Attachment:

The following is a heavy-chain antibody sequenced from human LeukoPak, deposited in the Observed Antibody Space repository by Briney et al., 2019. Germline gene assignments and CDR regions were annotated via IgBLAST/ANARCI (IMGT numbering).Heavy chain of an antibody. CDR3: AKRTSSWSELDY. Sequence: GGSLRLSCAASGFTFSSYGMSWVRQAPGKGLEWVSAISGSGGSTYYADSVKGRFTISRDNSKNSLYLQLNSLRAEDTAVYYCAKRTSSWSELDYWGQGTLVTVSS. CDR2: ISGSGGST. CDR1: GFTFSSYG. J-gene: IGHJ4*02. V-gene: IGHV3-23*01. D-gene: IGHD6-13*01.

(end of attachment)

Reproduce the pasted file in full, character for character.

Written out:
The following is a heavy-chain antibody sequenced from human LeukoPak, deposited in the Observed Antibody Space repository by Briney et al., 2019. Germline gene assignments and CDR regions were annotated via IgBLAST/ANARCI (IMGT numbering).Heavy chain of an antibody. CDR3: AKRTSSWSELDY. Sequence: GGSLRLSCAASGFTFSSYGMSWVRQAPGKGLEWVSAISGSGGSTYYADSVKGRFTISRDNSKNSLYLQLNSLRAEDTAVYYCAKRTSSWSELDYWGQGTLVTVSS. CDR2: ISGSGGST. CDR1: GFTFSSYG. J-gene: IGHJ4*02. V-gene: IGHV3-23*01. D-gene: IGHD6-13*01.